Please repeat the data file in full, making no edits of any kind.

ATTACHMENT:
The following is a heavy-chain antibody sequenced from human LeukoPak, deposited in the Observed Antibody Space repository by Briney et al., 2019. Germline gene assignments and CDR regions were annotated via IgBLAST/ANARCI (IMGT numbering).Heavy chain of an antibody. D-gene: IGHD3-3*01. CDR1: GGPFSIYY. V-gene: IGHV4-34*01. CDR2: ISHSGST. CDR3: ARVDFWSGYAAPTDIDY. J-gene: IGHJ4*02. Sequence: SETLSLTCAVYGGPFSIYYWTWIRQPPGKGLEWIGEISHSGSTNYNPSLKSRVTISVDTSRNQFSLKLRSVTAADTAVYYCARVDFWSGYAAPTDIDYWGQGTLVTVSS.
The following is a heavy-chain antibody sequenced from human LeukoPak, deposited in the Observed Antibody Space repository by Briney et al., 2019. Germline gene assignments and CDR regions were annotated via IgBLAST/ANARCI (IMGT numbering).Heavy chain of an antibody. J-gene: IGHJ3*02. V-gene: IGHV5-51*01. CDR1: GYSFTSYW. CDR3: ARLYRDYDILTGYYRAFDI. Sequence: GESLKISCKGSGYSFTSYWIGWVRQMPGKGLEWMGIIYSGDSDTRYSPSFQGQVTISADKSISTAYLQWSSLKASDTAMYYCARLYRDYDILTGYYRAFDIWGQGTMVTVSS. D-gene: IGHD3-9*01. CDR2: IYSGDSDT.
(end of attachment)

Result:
The following is a heavy-chain antibody sequenced from human LeukoPak, deposited in the Observed Antibody Space repository by Briney et al., 2019. Germline gene assignments and CDR regions were annotated via IgBLAST/ANARCI (IMGT numbering).Heavy chain of an antibody. D-gene: IGHD3-3*01. CDR1: GGPFSIYY. V-gene: IGHV4-34*01. CDR2: ISHSGST. CDR3: ARVDFWSGYAAPTDIDY. J-gene: IGHJ4*02. Sequence: SETLSLTCAVYGGPFSIYYWTWIRQPPGKGLEWIGEISHSGSTNYNPSLKSRVTISVDTSRNQFSLKLRSVTAADTAVYYCARVDFWSGYAAPTDIDYWGQGTLVTVSS.
The following is a heavy-chain antibody sequenced from human LeukoPak, deposited in the Observed Antibody Space repository by Briney et al., 2019. Germline gene assignments and CDR regions were annotated via IgBLAST/ANARCI (IMGT numbering).Heavy chain of an antibody. J-gene: IGHJ3*02. V-gene: IGHV5-51*01. CDR1: GYSFTSYW. CDR3: ARLYRDYDILTGYYRAFDI. Sequence: GESLKISCKGSGYSFTSYWIGWVRQMPGKGLEWMGIIYSGDSDTRYSPSFQGQVTISADKSISTAYLQWSSLKASDTAMYYCARLYRDYDILTGYYRAFDIWGQGTMVTVSS. D-gene: IGHD3-9*01. CDR2: IYSGDSDT.